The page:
Five cities, five ‘good’ local economies

We’re helping five UK cities build greater local economic resilience. Here are the Good City Economy plans 2017:

Good City Economies is a joint project by the Centre for Local Economic Strategies and the New Economics Foundation, funded by Friends Provident Foundation.

Over the next six months we are working with five UK cities – Belfast, Birmingham, Bristol, Cardiff and Leeds – to help them embed Good City Economy principles in their places.

Devolution: Beyond the rhetoric

Ahead of the Autumn Statement announcement on Wednesday 23rd November, CLES has published a six-point think piece entitled ‘Devolution: Beyond the rhetoric’.

This short paper challenges the Government narrative on devolution, and explores the extent of the devolved power deficit in comparison to the vast amounts of new risk and responsibility devolved to local government.

Third Sector Grants Programme in Salford found to have significant positive impact

The Salford Third Sector Fund Grants Programme is a two year partnership between Salford CVS and Salford CCG. Over the course of the last two years, the programme has provided grant funding to a range of voluntary and community sector organisations and schools in Salford to support activities around health and well-being.

A recent independent evaluation of the programme, undertaken by CLES and partners Voluntary Sector North West, has revealed a significant positive impact, valued at over £11.4m. This is more than seven times the £1.6m awarded by NHS Salford CCG and Salford CVS in grants to 158 Salford voluntary organisations, community groups and social enterprises plus a consortium of 84 VCSE organisation, during 2014/15 and 2015/16. In addition, 69 Salford Primary Schools have also received funding, as have 13 partnerships between Salford schools and VCSE organisations.

Centre for Ageing Better commissions CLES to research helping over 50s get back into work in Greater Manchester

The Centre for Ageing Better has commissioned the Centre for Local Economic Strategies (CLES) – in partnership with the Learning and Work Institute – to carry out research and co-design work to address worklessness and job insecurity amongst people aged 50 and over in Greater Manchester.  This project is part of a partnership between Ageing Better and the Greater Manchester Combined Authority (GMCA) with one of the key aims of supporting people aged 50 and over back into work.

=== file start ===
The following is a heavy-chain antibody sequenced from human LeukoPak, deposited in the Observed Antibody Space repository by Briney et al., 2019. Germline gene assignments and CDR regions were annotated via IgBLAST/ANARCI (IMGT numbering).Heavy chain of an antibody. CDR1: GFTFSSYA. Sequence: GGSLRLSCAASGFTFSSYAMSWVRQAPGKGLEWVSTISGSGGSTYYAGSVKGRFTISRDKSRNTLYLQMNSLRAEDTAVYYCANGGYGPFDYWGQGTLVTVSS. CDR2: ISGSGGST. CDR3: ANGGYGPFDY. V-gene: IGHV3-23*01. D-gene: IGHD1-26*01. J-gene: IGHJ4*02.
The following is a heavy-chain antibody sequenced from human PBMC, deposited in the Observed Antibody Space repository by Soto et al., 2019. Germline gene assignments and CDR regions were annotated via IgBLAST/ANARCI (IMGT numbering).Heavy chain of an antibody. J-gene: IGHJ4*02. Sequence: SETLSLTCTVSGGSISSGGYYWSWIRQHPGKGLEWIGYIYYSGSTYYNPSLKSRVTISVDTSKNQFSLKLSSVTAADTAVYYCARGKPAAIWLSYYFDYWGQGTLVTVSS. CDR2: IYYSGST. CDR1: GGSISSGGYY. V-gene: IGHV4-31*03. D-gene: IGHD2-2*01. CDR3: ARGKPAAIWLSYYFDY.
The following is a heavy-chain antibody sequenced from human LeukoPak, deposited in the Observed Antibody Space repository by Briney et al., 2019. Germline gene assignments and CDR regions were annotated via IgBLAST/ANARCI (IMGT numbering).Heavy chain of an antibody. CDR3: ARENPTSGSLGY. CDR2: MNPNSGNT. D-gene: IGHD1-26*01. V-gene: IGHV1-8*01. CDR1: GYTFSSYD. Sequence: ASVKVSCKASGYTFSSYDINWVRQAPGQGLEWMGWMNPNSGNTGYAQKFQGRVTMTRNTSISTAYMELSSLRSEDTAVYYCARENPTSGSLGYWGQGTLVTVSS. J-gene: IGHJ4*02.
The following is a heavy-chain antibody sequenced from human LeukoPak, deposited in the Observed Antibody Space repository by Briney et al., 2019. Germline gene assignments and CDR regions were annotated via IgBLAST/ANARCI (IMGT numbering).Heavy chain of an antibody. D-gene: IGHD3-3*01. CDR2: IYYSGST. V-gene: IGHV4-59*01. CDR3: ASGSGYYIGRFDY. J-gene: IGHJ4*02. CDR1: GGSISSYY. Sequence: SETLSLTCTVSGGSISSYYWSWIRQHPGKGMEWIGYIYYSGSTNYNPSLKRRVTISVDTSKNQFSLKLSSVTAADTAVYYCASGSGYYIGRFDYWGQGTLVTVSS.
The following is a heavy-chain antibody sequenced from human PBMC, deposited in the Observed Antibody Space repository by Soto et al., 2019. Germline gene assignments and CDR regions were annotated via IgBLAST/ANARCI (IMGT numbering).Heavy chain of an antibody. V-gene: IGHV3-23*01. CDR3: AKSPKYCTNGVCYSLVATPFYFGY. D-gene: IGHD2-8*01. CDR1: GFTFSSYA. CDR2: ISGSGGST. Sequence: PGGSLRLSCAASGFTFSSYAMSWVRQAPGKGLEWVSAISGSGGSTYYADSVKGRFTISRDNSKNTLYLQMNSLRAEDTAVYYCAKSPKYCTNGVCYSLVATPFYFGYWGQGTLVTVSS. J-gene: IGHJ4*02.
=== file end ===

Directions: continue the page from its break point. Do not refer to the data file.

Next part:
Across Greater Manchester, almost one in three people aged 50-64 are not in work  – and more than a fifth of those who are working are in low paid jobs. Low pay is also a significant economic and social challenge for the region. The research and co-design project will develop and test a new approach to support these people and is part of Ageing Better’s commitment to help more people live good later lives. Being out of work or in low quality work in your 50s is associated with poor health, financial insecurity and social isolation, and impacts negatively on wellbeing.

Living Wage Week and what should follow

Two years ago, CLES wrote a paper as part of Living Wage Week exploring the key role of local government in addressing low pay. The paper, which featured in the Guardian, explored the role of local government in paying the Living Wage themselves, in addressing low pay through their enabling role, and through cajoling suppliers to provide more effective terms and conditions for their workers, including better pay.

Beyond the domain of local government

Bringing community wealth to Birmingham

Funded by the Barrow Cadbury Trust, CLES will be undertaking work in Birmingham over the next 18 months exploring how the power of anchor institutions based in the City can be harnessed for maximum local economic and social benefit.

What is a good city economy?

A new report reveals the cities at the forefront of a new movement to build neighbourhood wealth and prosperity. The report is a joint project between New Start magazine, Centre for Local Economic Strategies and New Economics Foundation.

We need a real deal on devolution- new joint SPERI and CLES report

Devolution is not without significant risks and challenges. A new joint paper ‘The Real Deal: Pushing the parameters of devolution deals’ from the Centre for Local Economic Strategies (CLES) and the Sheffield Political Economy Research Institute (SPERI) explores the restrictions in the current devolution agenda, and presents ideas for a new settlement to make devolution a force for progressive change.

Want to develop your community?

If you belong to a community that wants to work towards seeing real economic change in your area, then you’ll be thrilled to hear that the Community Economic Development programme is relaunching. The programme is looking to support 20 groups that want to take a lead in shaping their economies for the benefit of their community.

Greater Manchester Social Value Network

CLES has been involved in developing the Greater Manchester Social Value Network, the core purpose of which is to influence stakeholders, policy and strategy at the Greater Manchester level around social value.